Wednesday, February 22, 2017

Hans Fallada : Every Man Dies Alone (1947)

Nowadays Hans Fallada’s novel Every Man Dies Alone (1947) , a true story of quiet back-room rebellion of a middle – aged couple against the Nazi regime, seems to be included more often than before in canonical lists of German literature.

It is one of those books that was written not solely for the sake of the story but also as an early attempt to show the World and especially the Germans themselves, that there had been a few decent people left in Nazi – ruled Germany. While the story is closely based on true events ( my edition includes pictures and official documents ), a few details are too good to be anything else than an attempt of propaganda: a fellow prisoner in a Gestapo prison, one of the last decent and kind men left, is a music conductor whistling a whole range of high Art tunes : Beethoven, Bach and other examples of high German culture. This symbolic feature is respected by both his fellow inmates and prison guards.

I belong to those who in trying to understand what happened in Germany between 1933 and 1945, refuses to separate the Germans from the Nazi’s.To me, with a grandfather executed by Wehrmacht soldiers, it was the same people. Nazism was the rule of the Bully and a mass that let the Bully rule.
The book’s main achievement, beside the merit of a well told story, is without doubt  the recreation of the atmosphere of oppression and fear that permeates daily life in Berlin during the darker years of Nazi rule. Fallada narrates the story of the little people and I must confess that the description of how the Nazi rule of law works is often chilling and gives the reader a good idea of how daily life is lived in a Police state, be it under the Nazi’s, Stalin’s Russia or nowadays in the Arabic countries under the rule of an extremist Mullah.

Every Man Dies Alone  is a book well worth reading. It is a  gripping and well structured story . At moments however it feels a bit like the narrative is stretched too much or diverting away too far from the main story line, but at the end all the threads come back into a single horrible knot.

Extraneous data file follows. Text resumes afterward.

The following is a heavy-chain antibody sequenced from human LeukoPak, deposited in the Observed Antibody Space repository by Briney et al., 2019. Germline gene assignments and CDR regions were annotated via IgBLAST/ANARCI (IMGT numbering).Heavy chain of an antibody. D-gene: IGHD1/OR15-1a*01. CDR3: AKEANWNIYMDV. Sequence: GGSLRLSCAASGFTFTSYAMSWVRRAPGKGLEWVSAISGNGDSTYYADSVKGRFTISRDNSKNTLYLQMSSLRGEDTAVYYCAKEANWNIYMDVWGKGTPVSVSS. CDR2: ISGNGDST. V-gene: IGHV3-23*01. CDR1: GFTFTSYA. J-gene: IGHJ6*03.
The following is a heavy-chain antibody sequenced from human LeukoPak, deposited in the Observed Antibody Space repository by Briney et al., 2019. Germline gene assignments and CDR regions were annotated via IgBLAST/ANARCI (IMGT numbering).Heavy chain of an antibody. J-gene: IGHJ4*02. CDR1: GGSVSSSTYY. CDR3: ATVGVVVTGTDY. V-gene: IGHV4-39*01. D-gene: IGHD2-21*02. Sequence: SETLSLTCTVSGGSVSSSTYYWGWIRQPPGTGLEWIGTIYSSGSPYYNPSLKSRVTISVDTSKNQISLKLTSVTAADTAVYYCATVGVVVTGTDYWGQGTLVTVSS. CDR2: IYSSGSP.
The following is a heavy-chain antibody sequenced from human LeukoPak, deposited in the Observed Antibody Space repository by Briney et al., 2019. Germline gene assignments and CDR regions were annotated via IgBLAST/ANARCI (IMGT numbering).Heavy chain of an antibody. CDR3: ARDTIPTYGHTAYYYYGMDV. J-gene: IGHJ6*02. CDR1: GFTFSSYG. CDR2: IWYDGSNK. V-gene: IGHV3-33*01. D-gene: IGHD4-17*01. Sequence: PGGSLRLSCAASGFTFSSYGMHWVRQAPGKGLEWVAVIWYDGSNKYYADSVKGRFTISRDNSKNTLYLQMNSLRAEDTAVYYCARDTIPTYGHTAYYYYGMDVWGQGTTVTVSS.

With a last page turned, you remain with a few deep questions : What for instance is the physiology of these acts of resistance. Why do people rebel ? How much bravery goes into it and  most of all, is it worth doing it against a much stronger opponent?

The fact that the story is still read and praised is an answer by itself.

Sunday, January 8, 2017

Roberto Arlt : The Seven madmen


Bolano compares his fellow writer Roberto Arlt to a character from one of Dostoyevsky’s later novels, and indeed it is Raskolnikov that comes to mind most often when reading about the ordeal of Remo Erdosain. With this difference I must add ,that Raskolnikov’s self-mortifying rambling takes place after the crime and that of Arlt’s character before the crime.

Erdosain, a nobody lost in a great city, himself acting and reacting on the basis of his own mad illusions, moves through a world of hookers, pimps, murderers, thiefs, thugs and other looneys, characters all who live their lives in accordance with their own mad and criminal logic, their self-constructed desperate schemes, their perverse apocalyptic nightmares.

For the reader of the 21th century it is chilling to realize how all these evil plans have turned out to become  painful reality in our last century and that Argentine’s most forgotten writer, Roberto Arlt, has turned out to be one hell of a prophet.

Thursday, December 29, 2016

Doctor Faustus chapter 3 : Adrian's father

Jean-Baptiste-Siméon Chardin : L'enfant au tonton, 1738; Louvre

Chapter 3 of Doctor Faustus presents us Adrian's father : "... Jonathan Leverkuhn was a man of finest German Stamp..."

After a short physical description, an attempt is made to capture his mental being, by describing what preoccupies this man's mind when he is at leisure.